No, this is not an announcement that Ryan, Mackenzie or Adrienne (our three adult children) are expecting twins and we’re about to become grandparents. Nor is it some kinky idea Bob came up with today. More on this topic later.
We awoke to cloudy skies, cool temps, and calm waters at Alligator City Marina, then consulted various weather sources and considered our options over coffee. The weather sources said a small craft warning remained in effect until 11am, and winds on Albemarle Sound were forecast to be 15-20 mph with gusts to 25. Additionally, the forecast for tomorrow (Saturday) was for lighter winds and gusts, and no small craft advisory. What to do? Wait or go?
Our dilemma revolved around the fact that today’s winds were to come from the north (the same direction we’d be heading), while tomorrow’s winds were to come from the east. We liked the idea of lighter winds, but didn’t relish another day wallowing in beam seas and gyrating through 25-30 degree swings in direction on auto pilot. So . . . we went for it, knowing that winds out of the north (Boreas) meant we’d be heading directly into the wind and therefore the boat might “buck” like a horse from bow to stern, but it wouldn’t wallow side to side, the dreaded motion.
We cast off our lines at 8:00 am, and the approach to the Albemarle was not bad. Thirty minutes later we found ourselves in high winds with 3-4 foot seas, which would have scared the cr-- out of us in our 27-foot boat back home, but “Next to Me” is a seaworthy old Gal who handled it well, despite the bucking that made us brace ourselves in the helm seat so we wouldn’t fall off. There are no markers to guide the way across the Albemarle, just compass headings derived from the chart, and at our speed (9 mph) we expected it to take 2 1/2 hours to get to calmer water. We were not able to see land at the center of the Sound, and waves broke over our bow and onto to the lower windshield as well as the flybridge windshield.
Just about the time we hit the middle of the Sound, we noticed the oil pressure on the starboard engine was unusually high. Bob looked at the gauges on the lower helm to see if they matched (they did), and checked in the engine room to see if anything looked obviously amiss . . . nope!
Now what? Cr—! So we fell back on calling our now dear friend and old standby in troubled times, Chris Caldwell (of Captain Chris Yacht Services who trained us back in January) and asked for advice.
How many of you know from experience that Olive Oil tastes waaaaay better than Engine Oil??? Cathryn does! Chris advised us to immediately shut down the starboard engine and continue to Elizabeth City on the far side of the Sound on only one engine. Hence: Ode to Twins! We’re so happy to have twin engines, as this is the second time in 5 weeks that we’ve had to continue to our destination under the power of only one engine. In both cases we would have needed a tow to get to port if we had a single engine. And in both cases we were in what, at least for us, were heavy seas, not a place we’d want to be while waiting for a tow boat to come get us while we had no power.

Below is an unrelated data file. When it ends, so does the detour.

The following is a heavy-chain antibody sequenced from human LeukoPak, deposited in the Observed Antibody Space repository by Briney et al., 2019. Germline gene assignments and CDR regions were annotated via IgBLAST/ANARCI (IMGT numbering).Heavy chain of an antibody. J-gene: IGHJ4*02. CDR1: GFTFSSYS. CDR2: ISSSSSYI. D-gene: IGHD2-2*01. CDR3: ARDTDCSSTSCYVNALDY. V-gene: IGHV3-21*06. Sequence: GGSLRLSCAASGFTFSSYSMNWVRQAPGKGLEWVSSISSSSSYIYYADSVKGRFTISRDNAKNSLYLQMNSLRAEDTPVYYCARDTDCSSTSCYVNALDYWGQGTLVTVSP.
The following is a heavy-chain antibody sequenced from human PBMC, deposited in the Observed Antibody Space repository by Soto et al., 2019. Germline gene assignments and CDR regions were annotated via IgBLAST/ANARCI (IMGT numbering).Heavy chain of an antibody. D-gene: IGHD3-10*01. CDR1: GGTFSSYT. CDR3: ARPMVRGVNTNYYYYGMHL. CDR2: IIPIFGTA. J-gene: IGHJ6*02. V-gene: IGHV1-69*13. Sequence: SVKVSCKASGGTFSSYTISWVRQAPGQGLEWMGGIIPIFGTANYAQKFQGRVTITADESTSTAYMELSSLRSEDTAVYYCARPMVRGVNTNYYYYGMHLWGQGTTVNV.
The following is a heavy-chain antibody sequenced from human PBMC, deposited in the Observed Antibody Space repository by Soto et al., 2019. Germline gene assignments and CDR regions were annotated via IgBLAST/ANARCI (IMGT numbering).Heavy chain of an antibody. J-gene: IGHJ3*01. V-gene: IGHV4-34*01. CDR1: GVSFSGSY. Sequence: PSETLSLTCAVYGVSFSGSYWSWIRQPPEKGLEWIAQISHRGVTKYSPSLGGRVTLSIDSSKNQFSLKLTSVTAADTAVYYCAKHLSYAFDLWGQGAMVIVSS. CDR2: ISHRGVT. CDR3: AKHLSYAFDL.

Chris walked us through some possibilities: water in the engine oil? diesel fuel in the engine oil? color change or bubbles in the engine oil? smells like diesel? tastes like diesel? HUH???????? Yep, he said if we couldn’t smell whether or not there was diesel fuel in the engine oil, we could taste a tiny bit to check. Cathryn has a better “sniffer” and taste buds than Bob, so she got elected. Nope, tastes like engine oil, not diesel. If she gets sick tonight, we’ll suspect why. Ha!
Bob called Andrew, the guy who changed our oil last Monday in Morehead City to inquire whether he knew any diesel mechanics in Elizabeth City (today’s destination). Andrew inquired why we needed a mechanic and offered his own ideas on what might be the problem, including the possibility it was just the sender that transmits information to the pressure gauge.
Bob descended into the engine room while Cathryn remained at the helm (still underway mid-Sound on one engine) to see if he could figure out whether it might be the sender. And guess what happened? He found it probably was the sender (yea!!!). But while focusing on the starboard engine, he either got bounced, or maybe just leaned back into the alternator belt. Suddenly he felt a pull on his t-shirt. The belt had grabbed it and was trying to rip it off his back! Bob leaned forward and got away from the belt. It turned out that pieces of his shirt were stuck in the belt, while others got shredded and ended up becoming red fuzz on the engine room floor. Some of it smoked up the engine room, and the rest ended up in the air filter that Bob later vacuumed up. Yikes! Bob reported back at the flybridge that it looked like a hamster cage down there. Too bad no photos of this part.
Finally, proceeding at 6mph instead of 9mph (one engine versus two) we reached the north side of the Albemarle Sound, the leeward side, and the waves subsided, winds calmed and life looked pretty darn good again. We took off our inflatable life vests and jackets and started smiling at each other again.
Throughout this whole exercise, we were sometimes physically uncomfortable, and sometimes perplexed or frustrated, but never scared. That’s testimony to how much we’ve learned and how much confidence we’ve gained in our boat and ourselves in the past couple of months. We are happy to have Albemarle Sound in our rearview mirror. And happy to have twins!